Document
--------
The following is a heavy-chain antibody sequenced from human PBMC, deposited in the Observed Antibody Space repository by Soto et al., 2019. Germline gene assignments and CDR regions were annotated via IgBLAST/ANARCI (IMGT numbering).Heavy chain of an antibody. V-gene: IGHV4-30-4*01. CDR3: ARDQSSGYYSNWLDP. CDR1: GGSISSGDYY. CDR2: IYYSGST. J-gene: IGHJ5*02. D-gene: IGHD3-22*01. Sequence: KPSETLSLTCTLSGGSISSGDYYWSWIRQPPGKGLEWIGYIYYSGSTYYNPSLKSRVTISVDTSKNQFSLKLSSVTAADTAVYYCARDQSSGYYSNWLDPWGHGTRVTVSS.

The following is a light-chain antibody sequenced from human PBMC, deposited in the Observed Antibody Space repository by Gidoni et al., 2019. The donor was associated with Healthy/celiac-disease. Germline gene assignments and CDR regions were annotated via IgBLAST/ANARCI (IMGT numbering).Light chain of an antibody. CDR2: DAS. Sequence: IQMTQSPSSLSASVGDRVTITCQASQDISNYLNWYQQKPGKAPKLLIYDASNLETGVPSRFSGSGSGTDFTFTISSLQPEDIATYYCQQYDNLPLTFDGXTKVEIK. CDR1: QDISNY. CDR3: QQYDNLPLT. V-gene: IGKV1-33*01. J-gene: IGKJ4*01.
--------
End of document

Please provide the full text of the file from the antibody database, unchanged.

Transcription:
The following is a heavy-chain antibody sequenced from human PBMC, deposited in the Observed Antibody Space repository by Soto et al., 2019. Germline gene assignments and CDR regions were annotated via IgBLAST/ANARCI (IMGT numbering).Heavy chain of an antibody. V-gene: IGHV4-30-4*01. CDR3: ARDQSSGYYSNWLDP. CDR1: GGSISSGDYY. CDR2: IYYSGST. J-gene: IGHJ5*02. D-gene: IGHD3-22*01. Sequence: KPSETLSLTCTLSGGSISSGDYYWSWIRQPPGKGLEWIGYIYYSGSTYYNPSLKSRVTISVDTSKNQFSLKLSSVTAADTAVYYCARDQSSGYYSNWLDPWGHGTRVTVSS.

The following is a light-chain antibody sequenced from human PBMC, deposited in the Observed Antibody Space repository by Gidoni et al., 2019. The donor was associated with Healthy/celiac-disease. Germline gene assignments and CDR regions were annotated via IgBLAST/ANARCI (IMGT numbering).Light chain of an antibody. CDR2: DAS. Sequence: IQMTQSPSSLSASVGDRVTITCQASQDISNYLNWYQQKPGKAPKLLIYDASNLETGVPSRFSGSGSGTDFTFTISSLQPEDIATYYCQQYDNLPLTFDGXTKVEIK. CDR1: QDISNY. CDR3: QQYDNLPLT. V-gene: IGKV1-33*01. J-gene: IGKJ4*01.